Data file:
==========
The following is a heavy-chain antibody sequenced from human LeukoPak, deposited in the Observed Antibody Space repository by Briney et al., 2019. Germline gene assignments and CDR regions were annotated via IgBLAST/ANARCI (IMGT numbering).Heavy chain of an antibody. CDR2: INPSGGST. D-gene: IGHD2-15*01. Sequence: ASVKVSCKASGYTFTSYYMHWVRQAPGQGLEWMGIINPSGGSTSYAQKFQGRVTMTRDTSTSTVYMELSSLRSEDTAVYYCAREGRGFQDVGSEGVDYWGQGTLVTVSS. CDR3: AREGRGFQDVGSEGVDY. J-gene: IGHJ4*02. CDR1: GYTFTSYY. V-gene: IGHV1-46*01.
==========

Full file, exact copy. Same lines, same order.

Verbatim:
The following is a heavy-chain antibody sequenced from human LeukoPak, deposited in the Observed Antibody Space repository by Briney et al., 2019. Germline gene assignments and CDR regions were annotated via IgBLAST/ANARCI (IMGT numbering).Heavy chain of an antibody. CDR2: INPSGGST. D-gene: IGHD2-15*01. Sequence: ASVKVSCKASGYTFTSYYMHWVRQAPGQGLEWMGIINPSGGSTSYAQKFQGRVTMTRDTSTSTVYMELSSLRSEDTAVYYCAREGRGFQDVGSEGVDYWGQGTLVTVSS. CDR3: AREGRGFQDVGSEGVDY. J-gene: IGHJ4*02. CDR1: GYTFTSYY. V-gene: IGHV1-46*01.